We all lie sometimes. But if you're in the public eye, the lie can take on a life of its own.

NBC's Brian Williams became the victim of his own story last month, exaggerating the danger he faced while reporting in Iraq in 2003. It lead to an on-air mea culpa and a temporary suspension from the anchor desk.

Earlier this week we reported on the decline in teachers entering the profession.

And the responses from social media poured in.

From Facebook

From Twitter

From Instagram

All this week we've been talking about the importance of applying for financial aid, the difficulty of doing so and what can be done to make it simpler.

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Dan LoGrasso / WUIS

 Illinois' longtime House speaker is forming a bipartisan task force to examine a way to fix the state's  school funding formula.  

Michael J. Madigan's office announced Thursday the panel would include lawmakers from various regions of the state. It's scheduled to meet for the first time next Wednesday in Springfield.  

The last major school funding formula overhaul took place in 1997. While there's wide agreement the current formula doesn't effectively distribute state dollars to students across the state, how it should be changed remains under debate.  

Meet Jenni Hofschulte, the 35-year-old mom who's one of the parents leading the charge against testing in Milwaukee.

"I have two children in Milwaukee Public Schools," Hofschulte says over coffee at a cafe near her home. "The oldest one is in eighth grade." She's interrupted by her fidgety 4-year-old son, Lachlan.

Hofschulte quiets him down, furrows her brow and begins again.

Hofschulte says that when she found out her son would have to take a diagnostic test next year that's required of all Wisconsin kindergartners, all kinds of red flags went up.

Why Is Milwaukee So Bad For Black People?

Mar 5, 2015

A new report from UCLA finds that K-12 schools in Wisconsin suspend black high school students at a higher rate than anywhere else in the country and has the second-highest disparity in suspension rates between white and black students.

Let's face it, Booker T. Washington has a serious image problem. He was perhaps the most influential black man in America during the late 1800s, but is often remembered today as being subservient, a sellout even.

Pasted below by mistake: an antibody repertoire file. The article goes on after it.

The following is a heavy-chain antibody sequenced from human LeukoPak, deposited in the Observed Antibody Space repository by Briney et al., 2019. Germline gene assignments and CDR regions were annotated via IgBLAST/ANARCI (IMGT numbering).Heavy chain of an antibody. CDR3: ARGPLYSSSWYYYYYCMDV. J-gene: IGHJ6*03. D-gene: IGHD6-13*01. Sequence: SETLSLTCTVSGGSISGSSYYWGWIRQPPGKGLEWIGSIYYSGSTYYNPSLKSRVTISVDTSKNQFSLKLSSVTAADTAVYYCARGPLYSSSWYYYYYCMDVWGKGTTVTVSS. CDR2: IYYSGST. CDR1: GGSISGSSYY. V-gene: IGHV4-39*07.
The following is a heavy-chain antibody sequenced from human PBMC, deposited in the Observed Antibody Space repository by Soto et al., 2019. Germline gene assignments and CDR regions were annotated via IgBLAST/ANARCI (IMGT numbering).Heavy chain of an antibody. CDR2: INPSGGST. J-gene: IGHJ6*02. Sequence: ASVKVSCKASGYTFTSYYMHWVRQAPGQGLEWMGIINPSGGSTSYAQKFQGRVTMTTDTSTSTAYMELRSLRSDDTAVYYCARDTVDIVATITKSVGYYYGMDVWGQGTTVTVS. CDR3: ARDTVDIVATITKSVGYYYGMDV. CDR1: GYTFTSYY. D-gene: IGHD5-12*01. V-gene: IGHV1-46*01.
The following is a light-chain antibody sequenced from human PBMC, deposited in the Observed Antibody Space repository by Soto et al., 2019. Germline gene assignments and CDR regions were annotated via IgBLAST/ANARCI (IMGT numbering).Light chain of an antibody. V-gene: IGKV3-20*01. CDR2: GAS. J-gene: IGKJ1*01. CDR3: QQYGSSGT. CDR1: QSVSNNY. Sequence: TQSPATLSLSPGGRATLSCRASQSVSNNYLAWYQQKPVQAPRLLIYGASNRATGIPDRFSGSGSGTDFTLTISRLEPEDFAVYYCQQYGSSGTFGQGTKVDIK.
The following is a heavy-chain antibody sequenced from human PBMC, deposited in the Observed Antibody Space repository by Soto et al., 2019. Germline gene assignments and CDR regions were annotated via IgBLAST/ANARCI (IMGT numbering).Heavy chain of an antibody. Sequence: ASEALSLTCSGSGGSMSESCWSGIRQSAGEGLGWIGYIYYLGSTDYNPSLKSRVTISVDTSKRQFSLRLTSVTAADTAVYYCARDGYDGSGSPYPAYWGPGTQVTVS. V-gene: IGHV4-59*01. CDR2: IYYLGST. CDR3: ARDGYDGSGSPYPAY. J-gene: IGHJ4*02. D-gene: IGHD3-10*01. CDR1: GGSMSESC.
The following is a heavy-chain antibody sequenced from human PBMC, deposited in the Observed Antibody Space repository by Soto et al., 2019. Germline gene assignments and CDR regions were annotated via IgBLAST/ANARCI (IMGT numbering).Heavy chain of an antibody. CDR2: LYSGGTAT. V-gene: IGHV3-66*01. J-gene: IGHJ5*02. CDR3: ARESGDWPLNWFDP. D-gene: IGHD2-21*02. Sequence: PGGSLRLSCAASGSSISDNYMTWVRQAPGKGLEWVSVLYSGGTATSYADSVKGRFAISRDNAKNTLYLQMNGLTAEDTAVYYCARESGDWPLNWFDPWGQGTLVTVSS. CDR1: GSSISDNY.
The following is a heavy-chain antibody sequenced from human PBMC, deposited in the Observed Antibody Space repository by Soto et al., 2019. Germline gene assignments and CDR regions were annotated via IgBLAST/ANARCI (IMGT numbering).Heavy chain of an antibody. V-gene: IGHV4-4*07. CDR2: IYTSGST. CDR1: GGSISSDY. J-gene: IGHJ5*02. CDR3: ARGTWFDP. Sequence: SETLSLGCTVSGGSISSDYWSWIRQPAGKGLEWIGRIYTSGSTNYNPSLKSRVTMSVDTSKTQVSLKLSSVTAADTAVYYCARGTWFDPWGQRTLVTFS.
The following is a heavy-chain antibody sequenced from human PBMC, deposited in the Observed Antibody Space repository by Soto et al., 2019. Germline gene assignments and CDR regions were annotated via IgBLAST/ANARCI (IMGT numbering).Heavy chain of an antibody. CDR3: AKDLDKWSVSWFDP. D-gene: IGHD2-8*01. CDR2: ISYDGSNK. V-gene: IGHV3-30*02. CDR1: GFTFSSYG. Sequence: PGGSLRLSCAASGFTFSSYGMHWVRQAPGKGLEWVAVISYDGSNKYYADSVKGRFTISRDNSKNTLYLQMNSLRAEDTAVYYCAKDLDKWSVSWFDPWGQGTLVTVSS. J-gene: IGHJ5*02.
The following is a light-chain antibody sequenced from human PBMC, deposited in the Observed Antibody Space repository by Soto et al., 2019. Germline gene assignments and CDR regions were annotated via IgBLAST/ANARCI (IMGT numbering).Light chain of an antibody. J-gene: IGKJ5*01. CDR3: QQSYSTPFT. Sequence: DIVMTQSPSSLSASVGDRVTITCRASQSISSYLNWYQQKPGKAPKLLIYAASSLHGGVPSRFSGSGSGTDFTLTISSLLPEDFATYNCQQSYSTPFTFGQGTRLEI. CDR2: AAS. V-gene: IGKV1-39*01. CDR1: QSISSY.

Yes, he pursued racial equality with discretion. His famous "Atlanta Compromise" speech of 1895 cautioned blacks against extremism and encouraged them to prove their worth by becoming productive members of society.

npr.org

A prominent civil rights activist and academic has canceled a speech at the University of Illinois because of the school's decision to rescind a job offer to a Native American studies professor.  

Cornel West said Wednesday that he will not speak at the Urbana-Champaign campus because of the dispute between the university and Steven Salaita. West was scheduled to deliver a lecture in April.  

He called the university's decision to rescind the job offer ``a moral scandal.''  
 A university spokeswoman did not immediately respond to a request for comment.  

In parts of Berlin, racial segregation in schools is far from official policy, but it is often a reality. In the fast-gentrifying district of Neukölln, young, mainly white professionals usually move away as soon as their kids reach school-age.

But small, parent-led initiatives are working to change this trend and ensure their local schools better reflect the neighborhood.

There are about 800 schools in the Los Angeles Unified School District, and hundreds of them have music programs. There are jazz bands, choirs, orchestras and marching bands. But for a couple of years, teachers and student musicians have faced a big problem: broken strings, worn-out horns and out-of-tune pianos — a backlog of aging instruments that the district is scrambling to repair and replace.

Instruments like the violin in senior Melissa Valenzuela's hands.

Read part one of our reporting on the FAFSA, "Shrink The FAFSA? Good Luck With That"

It's deadline time for the Free Application for Federal Student Aid. Better known as the FAFSA.

The daunting application — with its 108 questions — stands between many college hopefuls and much-needed financial aid.

Look closely.

Buried deep in President Obama's 2016 budget (Page 41) is a proposal to cut up to 30 questions from the Free Application for Federal Student Aid, or FAFSA.

The Obama administration has already done a lot to make the FAFSA easier — if not shorter. Online technology now allows students to skip questions that don't apply to them.

This is the canary in the coal mine.

Several big states have seen alarming drops in enrollment at teacher training programs. The numbers are grim among some of the nation's largest producers of new teachers: In California, enrollment is down 53 percent over the past five years. It's down sharply in New York and Texas as well.

In North Carolina, enrollment is down nearly 20 percent in three years.

A lot of parents start worrying about paying for college education soon after their child is born. After that, there's the stressful process of applying to colleges, and then, for those lucky enough to get admitted into a good college, there's college debt.